Monday, April 16, 2012

Review: Himizu

Disaster Report

Image courtesy of Third Window Films
One remarkable and often uncommented upon strength of the Japanese film industry is their ability to get films made efficiently and quickly. Himizu, for example, is director Sion Sono's third film to receive a Western release in the last twelve months or so, and there's more on the way. Few Western directors would be capable of such feats (bar Woody Allen, and even he moves at a consistent rate of one a year, and at a frequent cost to quality). What sticks out particularly about Himizu, however, is how reactionary it is. It holds the unusual, potentially dubious honour of being Japan's first major post-earthquake movie. Berlinale this year played host to a number of films focusing on the tragedy, but Himizu received it's world premiere last September in Venice: a mere six months after the catastrophe.

The film was, however, almost ready to go prior to the earthquake and tsunami. The original story is based on a manga by Minoru Furuya that conjures up a dystopian near-future Japan. Sono has taken the surprising liberty of transposing that story into the direct aftermath of the March 11. The protagonist of the tale is Sumida (Shota Sometani), a 14-year old high school student whose parents have abandoned him. His mission in life is to simply run the family boat business: his ambition is modest. He's being 'stalked' (her words) by his classmate Chazawa (Fumi Nikaido), and is housing a makeshift refugee camp for a handful of Earthquake survivors outside his land. The yakuza are knocking on his door looking for him to pay his deadbeat father's debt. In the midst of these troubles and society's continued collapse into a state of disorder, Sumida struggles to achieve the blissful normality he dreams of, and ultimately cracks under the various pressures, with murderous consequences.

Fans and critics of Sono's previous films will feel right at home here: there's the same wildly self-indulgent pacing (a notable negative to his condensed writing / editing cycle), the same pitch black humour, the same shocking violence, the same surreal visuals, the same slightly unnerving misogyny, the same cast members (a plethora of cameos and minor roles for his regulars, from DenDen to Mitsuru Fukikoshi), the same repetition, the same insight through insanity. While the film just about passes the two hour mark, making it significantly shorter than his other recent movies, it's still stuffed to the gills with exhausting material. Like Guilty of Romance before it, it can be difficult to grasp the thematic focus of the film and the overall trajectory of the characters as they hurdle off in unusual directions and on bizarre tangents. This isn't light viewing by any stretch of the imagination, and as points are (needlessly?) repeated in the middle stretch any viewer's attention span is going to be challenged.

Yet it's the same repetition and self-indulgence that makes Sion Sono a memorable and distinctive director, and Himizu is a rather remarkable film. Some may argue the sequences of post-tsunami devastation and the blackly comic tone elsewhere are ill-fitting, but the varied tones and imagery create a hyper-real and hypnotic alternate reality of a Japan in chaos. It's impossible to imagine an American director, for example, conjuring such a cynical and dark vision in the immediate aftermath of a tragedy. This is far from a sentimental display of patriotism in the face of adversary. Sumida's journey is a dark and unsettling one: a world of casual violence and disorder. Sumida is a heartbreaking anti-hero, especially as he rejects the kindness of others as he tries futilely to carve his own path through life. As a protagonist, it consistently appears as if he's a hopeless case, stuck in a hopeless world.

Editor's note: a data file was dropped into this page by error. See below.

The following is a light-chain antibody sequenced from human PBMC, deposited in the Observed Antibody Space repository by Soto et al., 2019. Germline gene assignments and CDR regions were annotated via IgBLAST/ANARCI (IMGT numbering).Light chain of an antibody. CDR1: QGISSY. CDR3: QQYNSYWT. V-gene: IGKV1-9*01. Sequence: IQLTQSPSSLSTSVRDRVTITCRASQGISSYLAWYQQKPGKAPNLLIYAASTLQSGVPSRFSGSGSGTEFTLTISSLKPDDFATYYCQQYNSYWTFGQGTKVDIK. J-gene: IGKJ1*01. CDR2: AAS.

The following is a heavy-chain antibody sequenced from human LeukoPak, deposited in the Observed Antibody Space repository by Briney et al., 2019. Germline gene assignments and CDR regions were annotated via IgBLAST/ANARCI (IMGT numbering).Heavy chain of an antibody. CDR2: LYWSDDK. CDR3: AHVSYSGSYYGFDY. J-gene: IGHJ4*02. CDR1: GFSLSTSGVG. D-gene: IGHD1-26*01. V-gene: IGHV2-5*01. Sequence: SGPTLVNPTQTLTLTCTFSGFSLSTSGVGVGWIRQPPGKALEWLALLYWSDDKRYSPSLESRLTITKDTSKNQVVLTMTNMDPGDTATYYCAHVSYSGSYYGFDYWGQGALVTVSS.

Yet while the vast majority of the running time makes for grim viewing, what lends Himizu a devastating power is the ever so slight glimmers of hope that seep through the shroud of darkness. Initially, the mildly psychotic Chazawa's pursuit of Sumida seems destined to failure. Yet somewhere, buried deep for the majority of the running time, is the pounding heart of a love story. Not one where the protagonists are ever going to be able to ride off into the sunset, granted, but the energetic, heart-wrenching final act of Himizu means Sono's typical self-indulgence elsewhere is almost entirely forgiven. After a relentlessly cynical two acts, the third's hints of a bright future and a burgeoning generation of young Japanese people is a perfect counterbalance. In a situation that seems so utterly grim and unrelenting, Sono has discovered something deeply human, and a touching reflection of Japan's strong collective spirit in the face of adversary. Like Love Exposure, it's a film where the wild flights of fancy sit side-by-side with a genuinely moving humanity.

Himizu is a film that is destined to divide audiences. Sono attempting to juggle belly laughs and violent jolts, often within seconds of each other, is a difficult balance to maintain. And that's not to mention the still very raw context and content of the film. For many, it will be too much, too soon, and you cannot blame them, especially as they try to contend with Sion Sono's most extreme and challenging eccentricities. But for those who endure, there is a real beauty in Himizu. Hope in seemingly hopeless circumstances: a provocative and powerful message for sure. Sono's rush to get the film out quickly may have come at the detriment of pacing and consistency, but his unwieldy opus is mesmirisingly raw and honest.

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